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Senate Tea Party Caucus holds first meeting without some who had embraced banner

The 2010 election brought scores of tea party-backed candidates into Washington.

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Washington Post Staff Writer
Friday, January 28, 2011; 12:00 AM

The Republican senators who rode the tea party wave to victory in the fall are now weighing whether that label will help them on Capitol Hill or become a scarlet letter.

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Thursday offered the first clear illustration of their situation as the newly formed Senate Tea Party Caucus held its inaugural meeting without three of the senators who won election under the tea party banner.

"I sprang from the tea party and have great respect for what it represents," said Sen. Ronald H. Johnson (R-Wis.), a polyester and plastics manufacturer who entered politics last year and defeated Sen. Russell Feingold, a Democrat who had held his seat for 18 years.

Johnson emerged as one of the tea party movement's bright stars but has decided not to join the Tea Party Caucus because he fears doing so could be divisive. Instead, he wants to bring tea party ideas under the broader Republican umbrella.

"The reason I ran for the U.S. Senate was to not only stop the Obama agenda but reverse it," he said in a statement. "I believe our best chance of doing that is to work towards a unified Republican Conference so that's where I will put my energy."

The decisions of Johnson and Sens. Marco Rubio (R-Fla.) and Patrick J. Toomey (R-Pa.) not to join the Tea Party Caucus underscore the fissures within the Republican Party as it seeks to build an effective governing coalition in Washington while satisfying an emboldened conservative base outside the Beltway. And for the tea party, the new Congress presents a test of whether the movement's activist momentum can continue within the rhythms and business of governing.

Freshman Sens. Rand Paul (R-Ky.) and Mike Lee (R-Utah) joined Sen. Jim DeMint (R-S.C.) in starting the Tea Party Caucus as a venue for promoting tea party ideals - cutting spending and bringing down the federal debt, for example. The only other senator to join was freshman Jerry Moran (R-Kan.).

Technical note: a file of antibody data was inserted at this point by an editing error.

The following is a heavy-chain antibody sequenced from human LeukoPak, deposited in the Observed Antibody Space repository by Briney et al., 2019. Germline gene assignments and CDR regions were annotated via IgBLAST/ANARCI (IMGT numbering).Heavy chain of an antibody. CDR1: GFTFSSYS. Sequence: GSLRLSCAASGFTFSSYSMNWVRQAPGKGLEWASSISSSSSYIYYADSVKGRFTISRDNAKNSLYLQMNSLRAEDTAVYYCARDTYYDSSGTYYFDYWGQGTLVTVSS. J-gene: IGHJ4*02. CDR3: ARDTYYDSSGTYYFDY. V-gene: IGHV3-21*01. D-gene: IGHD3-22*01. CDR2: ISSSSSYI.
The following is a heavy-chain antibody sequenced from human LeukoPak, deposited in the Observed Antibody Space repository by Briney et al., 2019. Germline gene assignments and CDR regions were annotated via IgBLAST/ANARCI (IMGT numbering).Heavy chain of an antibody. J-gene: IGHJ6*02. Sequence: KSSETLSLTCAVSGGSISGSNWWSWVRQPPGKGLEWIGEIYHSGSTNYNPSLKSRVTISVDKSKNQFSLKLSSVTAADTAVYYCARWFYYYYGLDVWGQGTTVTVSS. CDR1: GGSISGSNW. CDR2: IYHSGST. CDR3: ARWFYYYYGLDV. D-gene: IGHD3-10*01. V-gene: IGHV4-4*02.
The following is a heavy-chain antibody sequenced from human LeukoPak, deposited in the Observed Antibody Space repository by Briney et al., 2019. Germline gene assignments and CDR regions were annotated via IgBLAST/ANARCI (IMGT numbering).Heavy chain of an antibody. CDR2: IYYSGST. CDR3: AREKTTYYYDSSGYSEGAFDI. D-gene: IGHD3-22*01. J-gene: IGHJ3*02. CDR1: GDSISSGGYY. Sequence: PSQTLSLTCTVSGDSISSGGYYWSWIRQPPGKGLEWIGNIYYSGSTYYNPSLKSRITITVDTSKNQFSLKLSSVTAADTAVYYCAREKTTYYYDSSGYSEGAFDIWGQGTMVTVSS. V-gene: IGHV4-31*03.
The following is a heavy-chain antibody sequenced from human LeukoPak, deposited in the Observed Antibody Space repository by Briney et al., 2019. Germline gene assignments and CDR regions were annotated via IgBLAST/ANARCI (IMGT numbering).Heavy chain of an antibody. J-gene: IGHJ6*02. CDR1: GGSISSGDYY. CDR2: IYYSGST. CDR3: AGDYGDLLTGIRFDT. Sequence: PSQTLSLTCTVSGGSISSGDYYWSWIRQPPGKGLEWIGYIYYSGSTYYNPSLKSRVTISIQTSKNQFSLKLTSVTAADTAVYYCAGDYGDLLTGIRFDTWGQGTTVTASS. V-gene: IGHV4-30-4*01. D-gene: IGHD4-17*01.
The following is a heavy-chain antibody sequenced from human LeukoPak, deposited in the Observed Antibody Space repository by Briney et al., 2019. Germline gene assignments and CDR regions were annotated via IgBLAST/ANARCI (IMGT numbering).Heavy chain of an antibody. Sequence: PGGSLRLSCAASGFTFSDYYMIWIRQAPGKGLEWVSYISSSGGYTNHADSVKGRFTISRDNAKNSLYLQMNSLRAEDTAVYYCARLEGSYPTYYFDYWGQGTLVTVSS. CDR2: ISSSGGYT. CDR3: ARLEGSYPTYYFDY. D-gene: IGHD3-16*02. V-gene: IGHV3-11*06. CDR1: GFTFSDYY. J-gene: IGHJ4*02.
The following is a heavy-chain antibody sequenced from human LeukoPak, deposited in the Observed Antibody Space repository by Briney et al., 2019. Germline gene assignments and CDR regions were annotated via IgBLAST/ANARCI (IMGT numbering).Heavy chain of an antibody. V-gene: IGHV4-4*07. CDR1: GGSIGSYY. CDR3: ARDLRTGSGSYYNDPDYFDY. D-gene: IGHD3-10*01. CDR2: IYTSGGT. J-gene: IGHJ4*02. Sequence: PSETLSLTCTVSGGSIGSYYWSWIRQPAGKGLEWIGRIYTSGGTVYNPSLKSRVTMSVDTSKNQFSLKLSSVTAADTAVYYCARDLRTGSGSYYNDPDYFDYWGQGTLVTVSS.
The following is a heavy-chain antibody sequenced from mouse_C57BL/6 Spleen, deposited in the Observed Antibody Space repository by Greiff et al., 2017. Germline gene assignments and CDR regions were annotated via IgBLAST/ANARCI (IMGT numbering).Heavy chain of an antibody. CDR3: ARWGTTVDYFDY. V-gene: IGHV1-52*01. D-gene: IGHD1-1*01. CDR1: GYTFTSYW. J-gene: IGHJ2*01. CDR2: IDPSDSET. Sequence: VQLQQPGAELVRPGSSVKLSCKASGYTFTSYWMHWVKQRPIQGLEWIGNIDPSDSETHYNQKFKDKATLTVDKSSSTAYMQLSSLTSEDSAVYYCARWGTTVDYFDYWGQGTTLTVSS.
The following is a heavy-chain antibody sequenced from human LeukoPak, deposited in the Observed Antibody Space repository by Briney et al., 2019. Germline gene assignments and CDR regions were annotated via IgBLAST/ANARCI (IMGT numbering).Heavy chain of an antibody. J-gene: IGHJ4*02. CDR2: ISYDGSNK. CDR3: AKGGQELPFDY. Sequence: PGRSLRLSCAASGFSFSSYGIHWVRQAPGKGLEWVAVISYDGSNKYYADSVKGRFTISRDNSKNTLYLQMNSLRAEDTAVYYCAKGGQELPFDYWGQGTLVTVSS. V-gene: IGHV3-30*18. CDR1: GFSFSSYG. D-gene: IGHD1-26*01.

"Some people said when the tea party was elected, Washington would co-opt us," Paul said at Thursday's meeting. "The interesting thing is we're already co-opting Washington."

But Johnson, Rubio and Toomey are avoiding this association and instead working within the Senate's existing Republican structures to influence the legislative agenda. The three may have rationalized that they would stand a better chance of advancing their ideas from inside the clubby confines of the Senate establishment. Rubio said the reason he was not joining was because he doesn't want politicians in Congress "co-opting the mantle" of a grass-roots movement.

Rubio and Toomey were fixtures in Republican politics long before the tea party emerged. Rubio was a Florida House speaker who once carried an American Express card issued by the state GOP; Toomey was a former congressman who ran the Club for Growth, a fiscally conservative political action committee.

In not joining the caucus, the three have frustrated some tea party leaders nationally and in their home states.

"Obviously it's disappointing," said Amy Kremer, a former flight attendant from Georgia who now chairs Tea Party Express, the national group that organized a cross-country tea party bus tour this past summer. "The people in the movement are wondering why they're not standing with these other tea party conservatives."


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